The Book of Nahum is placed as the seventh of the twelve Minor Prophets. His name, in Hebrew, means “consolation.” At the time of the utterance of his words of prophecy, the ten tribes that comprised the Northern Kingdom of Israel had been destroyed and carried away into captivity by the Assyrians. Nahum’s message was preached to the Southern Kingdom of Judah, possibly toward the close of King Hezekiah’s reign (about 700 BC), or perhaps even around the time when King Manasseh returned from his temporary captivity in Assyria (around 665 BC). At this time, the Assyrian empire was at the zenith of its power and strength; and the descriptions of it which are given in the Scriptures reveal its arrogance and habitual oppression of other nations.
Nahum was not sent to Nineveh as Jonah had been about 100-150 years earlier. By Nahum’s time, that city’s opportunity for repentance was forever gone; and so his message was one which spoke of a full destruction. It was a declaration of the vengeance of God upon Nineveh, and it may be divided into three parts: the verdict of vengeance (chapter 1), the vision of vengeance (chapter 2), and the vindication of vengeance (chapter 3). The burden of Nahum’s prophecy was principally directed to Nineveh; but in reality, the great purpose of his labor was intended for the spiritual consolation of God’s own people.
When Jonah came to Nineveh and preached, the Ninevites repented and were spared; yet soon afterward, they became worse than ever. And in order that Nineveh might know the God Who was contending with her, the prophet Nahum is here commissioned to describe Him to them (verses 2-8). It is good for all readers to carefully pay attention to what is here said concerning Him; for this passage speaks great terror to the wicked, but it also speaks comfort to believers. Therefore, let sinners read these words and tremble, and let saints read them and triumph! The wrath of God is here revealed from heaven against His enemies, while His favor and mercy are here assured to His faithful subjects.
Our God is a God of inflexible justice, Who will take vengeance upon His enemies. He is a God of irresistible power, and He is able to deal with His foes – no matter how many, how mighty, or how hardy they may be. He is “great in power” (verse 3); and therefore, it is good to have Him as our Friend, and bad to have Him as our enemy. His majestic power is asserted and proved in these verses, which give pictures of various outworkings of it in the kingdom of nature. We may always find the visible effects of His power displayed in the ordinary course of nature, yet sometimes His great might is manifested even more clearly in the surprising alterations of that course – such as whirlwinds, droughts, and earthquakes. But in addition to being a God of power and might, He is also a God of infinite mercy. Those who rebelliously continue in their ways of unrepentant sin ought to be afraid, for He will by no means acquit the wicked; but He is ready to show mercy to those who have offended Him, and He will immediately receive them into His favor upon their repentance. He stands as a stronghold in the day of trouble (verse 7) for all who humbly confess that they have no merits of their own, and that they have nothing which can save them except the precious blood of the Savior. To this stronghold, all sinners may run and find safety in the day that their sins threaten to bring ruin upon their heads; and once they are securely within its Almighty walls of merciful protection, not even the devil himself can pull them out of it!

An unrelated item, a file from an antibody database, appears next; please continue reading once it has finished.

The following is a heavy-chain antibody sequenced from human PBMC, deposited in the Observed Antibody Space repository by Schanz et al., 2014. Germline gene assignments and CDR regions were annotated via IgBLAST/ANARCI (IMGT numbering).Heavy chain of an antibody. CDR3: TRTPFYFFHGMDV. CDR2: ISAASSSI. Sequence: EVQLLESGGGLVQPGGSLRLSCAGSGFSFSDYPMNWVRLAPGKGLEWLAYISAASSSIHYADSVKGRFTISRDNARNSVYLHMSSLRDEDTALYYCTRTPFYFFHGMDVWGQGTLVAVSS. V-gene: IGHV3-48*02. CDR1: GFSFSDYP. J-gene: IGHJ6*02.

Verses 9-15 seem to speak of the destruction of the army of the Assyrians under King Sennacherib, during the reign of King Hezekiah in Judah (2 Chr. 32; Isa. 36 and 37). Sennacherib and his braggart spokesman Rabshakeh drew up an evil letter and spoke evil words – not only against Hezekiah and his people, but even against God Himself! We can hardly think of a time when the glorious Majesty of heaven and earth was more daringly or more blasphemously affronted than it was by Sennacherib and the loudmouth Rabshakeh. There is a great deal of wickedness that is imagined against the Lord by the forces of hell, and against the interests of His Kingdom in the world; but it will prove to be a vain thing (Ps. 2:1-2). He Who sits in heaven laughs at these vain imaginations against Him, and He will turn their counsels headlong. And this is exactly what happened in Sennacherib’s case. God made an utter end of his army; it was totally cut off and laid dead on the spot by one fatal stroke of the destroying Angel.
But as we mentioned earlier, the great purpose of Nahum’s ministry was intended for the spiritual consolation of God’s own people. Hence, in going to great lengths to speak of the ruin of the Assyrian army, the Lord was encouraging His children by the great deliverance which He would hereby work for them. The overthrow of Sennacherib’s forces was a picture of the great salvation by which the Lord’s redeemed people are made free indeed! The tidings of this great deliverance for Jerusalem were published and welcomed with abundance of joy throughout the whole kingdom (verse 15). When Sennacherib was defeated, the feet of the bearer of the good news was seen coming at a distance upon the mountains – as fast as his feet would carry him. And how beautiful and pleasant a sight it is when we see a messenger who preaches Gospel-peace by Jesus Christ!
Thank You, Lord Jesus, that You are a stronghold that is open to all sinners who run to find safety therein from the justice that is due to them because of their sins! Amen.
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